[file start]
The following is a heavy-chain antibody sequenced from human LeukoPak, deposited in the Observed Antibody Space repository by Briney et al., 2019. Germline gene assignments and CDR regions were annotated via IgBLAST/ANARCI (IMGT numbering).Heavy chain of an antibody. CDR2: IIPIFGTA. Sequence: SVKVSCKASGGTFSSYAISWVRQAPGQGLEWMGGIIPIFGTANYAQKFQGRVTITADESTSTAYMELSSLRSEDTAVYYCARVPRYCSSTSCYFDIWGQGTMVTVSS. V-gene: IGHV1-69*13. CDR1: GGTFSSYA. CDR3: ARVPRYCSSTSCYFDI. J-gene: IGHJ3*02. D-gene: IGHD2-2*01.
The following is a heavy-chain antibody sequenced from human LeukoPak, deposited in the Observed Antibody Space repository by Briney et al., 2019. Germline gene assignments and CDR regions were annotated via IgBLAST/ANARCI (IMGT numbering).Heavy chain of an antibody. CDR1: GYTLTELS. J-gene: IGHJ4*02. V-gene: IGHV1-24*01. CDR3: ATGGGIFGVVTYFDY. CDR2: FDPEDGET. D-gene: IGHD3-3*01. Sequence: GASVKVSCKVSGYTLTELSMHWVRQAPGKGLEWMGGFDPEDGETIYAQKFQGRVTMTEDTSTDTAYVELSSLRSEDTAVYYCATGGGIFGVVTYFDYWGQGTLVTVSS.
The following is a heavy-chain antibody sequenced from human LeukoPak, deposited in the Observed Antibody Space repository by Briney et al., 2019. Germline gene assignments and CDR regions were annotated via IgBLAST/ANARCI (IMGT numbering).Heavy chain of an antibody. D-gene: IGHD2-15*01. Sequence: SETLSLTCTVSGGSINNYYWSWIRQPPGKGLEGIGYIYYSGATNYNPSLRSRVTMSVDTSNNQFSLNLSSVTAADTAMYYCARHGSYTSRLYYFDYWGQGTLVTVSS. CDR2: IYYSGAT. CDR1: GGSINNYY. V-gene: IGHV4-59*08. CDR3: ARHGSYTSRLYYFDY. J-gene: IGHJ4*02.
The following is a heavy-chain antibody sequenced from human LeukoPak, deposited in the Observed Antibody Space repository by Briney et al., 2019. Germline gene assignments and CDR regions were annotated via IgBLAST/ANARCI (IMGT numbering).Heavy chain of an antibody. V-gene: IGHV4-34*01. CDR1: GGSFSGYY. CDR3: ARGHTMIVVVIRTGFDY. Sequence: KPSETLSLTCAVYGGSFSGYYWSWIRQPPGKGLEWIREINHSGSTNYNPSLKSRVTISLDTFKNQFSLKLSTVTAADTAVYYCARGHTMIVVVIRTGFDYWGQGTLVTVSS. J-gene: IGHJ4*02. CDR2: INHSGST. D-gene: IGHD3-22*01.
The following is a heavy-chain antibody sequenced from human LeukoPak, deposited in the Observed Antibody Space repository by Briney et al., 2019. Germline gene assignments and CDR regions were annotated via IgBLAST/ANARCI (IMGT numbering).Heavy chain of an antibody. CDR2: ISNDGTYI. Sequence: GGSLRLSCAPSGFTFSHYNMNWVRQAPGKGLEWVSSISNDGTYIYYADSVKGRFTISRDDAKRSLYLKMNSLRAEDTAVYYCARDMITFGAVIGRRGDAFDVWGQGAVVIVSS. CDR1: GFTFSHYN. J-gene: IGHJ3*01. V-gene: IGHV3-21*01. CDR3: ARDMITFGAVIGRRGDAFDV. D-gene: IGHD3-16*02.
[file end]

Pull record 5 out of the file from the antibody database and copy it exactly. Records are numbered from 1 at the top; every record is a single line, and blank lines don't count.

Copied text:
The following is a heavy-chain antibody sequenced from human LeukoPak, deposited in the Observed Antibody Space repository by Briney et al., 2019. Germline gene assignments and CDR regions were annotated via IgBLAST/ANARCI (IMGT numbering).Heavy chain of an antibody. CDR2: ISNDGTYI. Sequence: GGSLRLSCAPSGFTFSHYNMNWVRQAPGKGLEWVSSISNDGTYIYYADSVKGRFTISRDDAKRSLYLKMNSLRAEDTAVYYCARDMITFGAVIGRRGDAFDVWGQGAVVIVSS. CDR1: GFTFSHYN. J-gene: IGHJ3*01. V-gene: IGHV3-21*01. CDR3: ARDMITFGAVIGRRGDAFDV. D-gene: IGHD3-16*02.